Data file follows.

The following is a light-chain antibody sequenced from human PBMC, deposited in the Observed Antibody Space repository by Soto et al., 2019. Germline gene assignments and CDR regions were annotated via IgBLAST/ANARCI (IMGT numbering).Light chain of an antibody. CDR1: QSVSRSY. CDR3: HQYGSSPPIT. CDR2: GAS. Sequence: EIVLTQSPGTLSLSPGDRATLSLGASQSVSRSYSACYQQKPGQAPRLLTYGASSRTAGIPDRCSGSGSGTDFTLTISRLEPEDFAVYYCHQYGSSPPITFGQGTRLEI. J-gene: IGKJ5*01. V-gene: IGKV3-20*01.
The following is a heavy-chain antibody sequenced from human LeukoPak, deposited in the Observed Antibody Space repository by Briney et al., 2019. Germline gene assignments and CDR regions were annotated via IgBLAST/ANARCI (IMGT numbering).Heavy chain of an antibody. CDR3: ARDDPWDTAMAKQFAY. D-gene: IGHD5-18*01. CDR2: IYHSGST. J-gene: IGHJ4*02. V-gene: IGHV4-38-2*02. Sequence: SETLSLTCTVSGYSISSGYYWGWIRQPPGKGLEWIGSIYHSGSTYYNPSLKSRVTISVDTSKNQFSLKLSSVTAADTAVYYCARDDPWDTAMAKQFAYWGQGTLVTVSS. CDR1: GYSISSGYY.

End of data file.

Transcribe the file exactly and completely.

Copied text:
The following is a light-chain antibody sequenced from human PBMC, deposited in the Observed Antibody Space repository by Soto et al., 2019. Germline gene assignments and CDR regions were annotated via IgBLAST/ANARCI (IMGT numbering).Light chain of an antibody. CDR1: QSVSRSY. CDR3: HQYGSSPPIT. CDR2: GAS. Sequence: EIVLTQSPGTLSLSPGDRATLSLGASQSVSRSYSACYQQKPGQAPRLLTYGASSRTAGIPDRCSGSGSGTDFTLTISRLEPEDFAVYYCHQYGSSPPITFGQGTRLEI. J-gene: IGKJ5*01. V-gene: IGKV3-20*01.
The following is a heavy-chain antibody sequenced from human LeukoPak, deposited in the Observed Antibody Space repository by Briney et al., 2019. Germline gene assignments and CDR regions were annotated via IgBLAST/ANARCI (IMGT numbering).Heavy chain of an antibody. CDR3: ARDDPWDTAMAKQFAY. D-gene: IGHD5-18*01. CDR2: IYHSGST. J-gene: IGHJ4*02. V-gene: IGHV4-38-2*02. Sequence: SETLSLTCTVSGYSISSGYYWGWIRQPPGKGLEWIGSIYHSGSTYYNPSLKSRVTISVDTSKNQFSLKLSSVTAADTAVYYCARDDPWDTAMAKQFAYWGQGTLVTVSS. CDR1: GYSISSGYY.